The Nobel Prize winner and his wine experience

On Monday, Richard Thaler was awarded the Nobel Memorial Prize in Economic Sciences for his work with behavioural economics.

Thaler, who is a professor at the University of Chicago, enjoys golf and fine wine. So, to illustrate behavioural economics, Thaler uses wine and a simple question:

How much would it cost you to drink a bottle of wine that you bought years ago for $50, but is now worth $500?

This example is to reflect how many people confuse two cognitive biases: sunk costs and opportunity costs.

A sunk cost is money you’ve spent already; it’s gone.

An opportunity cost is the price of choosing one course of action over another: in this case, drinking the bottle instead of selling it for $500.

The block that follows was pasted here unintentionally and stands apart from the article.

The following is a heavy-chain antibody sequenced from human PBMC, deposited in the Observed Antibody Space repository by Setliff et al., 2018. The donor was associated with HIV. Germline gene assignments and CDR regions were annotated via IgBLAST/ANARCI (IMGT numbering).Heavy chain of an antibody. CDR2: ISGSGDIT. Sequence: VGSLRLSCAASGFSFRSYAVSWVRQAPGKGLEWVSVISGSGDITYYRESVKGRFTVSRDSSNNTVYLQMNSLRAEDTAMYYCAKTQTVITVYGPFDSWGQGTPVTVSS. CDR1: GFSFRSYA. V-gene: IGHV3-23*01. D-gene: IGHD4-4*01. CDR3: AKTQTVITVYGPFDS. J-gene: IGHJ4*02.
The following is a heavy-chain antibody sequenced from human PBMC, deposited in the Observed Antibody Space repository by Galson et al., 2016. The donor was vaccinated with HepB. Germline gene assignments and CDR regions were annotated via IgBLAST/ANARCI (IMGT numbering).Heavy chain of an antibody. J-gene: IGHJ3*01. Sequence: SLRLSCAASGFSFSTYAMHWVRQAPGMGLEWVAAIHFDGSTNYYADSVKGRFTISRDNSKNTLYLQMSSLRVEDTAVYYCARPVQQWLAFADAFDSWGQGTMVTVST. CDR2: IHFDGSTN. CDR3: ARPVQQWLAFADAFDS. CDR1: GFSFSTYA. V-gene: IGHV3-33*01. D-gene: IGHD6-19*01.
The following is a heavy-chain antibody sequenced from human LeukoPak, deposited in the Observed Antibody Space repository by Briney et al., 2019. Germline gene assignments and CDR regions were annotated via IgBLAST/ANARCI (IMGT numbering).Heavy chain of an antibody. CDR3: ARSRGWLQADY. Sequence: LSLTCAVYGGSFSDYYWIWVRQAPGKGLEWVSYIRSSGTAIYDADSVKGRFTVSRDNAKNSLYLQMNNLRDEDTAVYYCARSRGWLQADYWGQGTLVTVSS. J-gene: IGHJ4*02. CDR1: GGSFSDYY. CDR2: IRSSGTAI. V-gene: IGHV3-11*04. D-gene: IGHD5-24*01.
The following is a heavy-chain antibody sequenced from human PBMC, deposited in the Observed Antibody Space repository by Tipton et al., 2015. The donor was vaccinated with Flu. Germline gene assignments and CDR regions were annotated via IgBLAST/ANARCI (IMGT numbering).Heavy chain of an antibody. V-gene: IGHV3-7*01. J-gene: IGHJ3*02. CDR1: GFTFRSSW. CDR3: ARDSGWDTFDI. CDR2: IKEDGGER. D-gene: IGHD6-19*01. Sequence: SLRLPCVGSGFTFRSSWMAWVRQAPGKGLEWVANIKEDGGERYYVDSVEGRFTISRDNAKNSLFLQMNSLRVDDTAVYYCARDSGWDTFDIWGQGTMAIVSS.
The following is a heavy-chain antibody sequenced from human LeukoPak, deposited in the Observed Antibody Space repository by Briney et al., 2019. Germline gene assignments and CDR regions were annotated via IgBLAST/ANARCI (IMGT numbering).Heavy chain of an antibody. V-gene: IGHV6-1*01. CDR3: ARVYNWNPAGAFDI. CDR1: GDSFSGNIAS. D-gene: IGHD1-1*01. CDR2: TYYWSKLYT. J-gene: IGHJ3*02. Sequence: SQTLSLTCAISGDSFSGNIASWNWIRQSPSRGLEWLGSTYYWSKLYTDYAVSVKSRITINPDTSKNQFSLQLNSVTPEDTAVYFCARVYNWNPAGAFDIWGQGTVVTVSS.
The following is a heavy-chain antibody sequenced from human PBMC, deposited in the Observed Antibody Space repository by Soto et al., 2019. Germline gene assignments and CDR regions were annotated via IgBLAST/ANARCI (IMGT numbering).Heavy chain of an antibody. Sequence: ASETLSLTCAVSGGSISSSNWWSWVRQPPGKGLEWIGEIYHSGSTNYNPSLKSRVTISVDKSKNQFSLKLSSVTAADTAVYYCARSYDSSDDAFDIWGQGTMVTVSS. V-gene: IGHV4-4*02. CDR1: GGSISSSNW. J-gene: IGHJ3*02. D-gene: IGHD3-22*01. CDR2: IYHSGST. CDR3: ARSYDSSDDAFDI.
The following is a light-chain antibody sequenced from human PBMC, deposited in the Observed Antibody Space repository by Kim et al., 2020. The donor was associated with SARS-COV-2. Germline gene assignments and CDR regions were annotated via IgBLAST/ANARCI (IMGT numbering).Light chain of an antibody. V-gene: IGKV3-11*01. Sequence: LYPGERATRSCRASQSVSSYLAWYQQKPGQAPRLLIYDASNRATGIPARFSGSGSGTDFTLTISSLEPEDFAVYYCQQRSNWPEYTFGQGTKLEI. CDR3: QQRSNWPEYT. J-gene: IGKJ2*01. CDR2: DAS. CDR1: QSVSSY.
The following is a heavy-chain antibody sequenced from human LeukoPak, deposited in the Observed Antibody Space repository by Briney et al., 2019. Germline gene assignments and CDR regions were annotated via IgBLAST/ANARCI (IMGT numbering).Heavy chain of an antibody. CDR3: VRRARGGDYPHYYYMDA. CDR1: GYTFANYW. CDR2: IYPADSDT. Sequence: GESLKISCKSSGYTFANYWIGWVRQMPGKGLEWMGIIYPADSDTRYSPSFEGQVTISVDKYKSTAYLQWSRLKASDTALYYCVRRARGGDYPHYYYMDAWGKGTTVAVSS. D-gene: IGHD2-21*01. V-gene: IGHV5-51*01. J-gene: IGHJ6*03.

« Most people say it doesn’t cost me anything » said Thaler. « Some people who I cherish even say I actually make money drinking this wine because it only cost me $50. That’s mental accounting » concluded Thaler.

« In all likelihood, some of those collectors who opt to drink their wine would have a difficult time going out and paying $500 for that same bottle and drinking it with dinner, though that is exactly what they are doing when they drink it today. They prefer to think that drinking it is a deal because they paid $50 for it years ago » explained Thaler.

Thaler’s point is that people aren’t rational when it comes to money … or wine.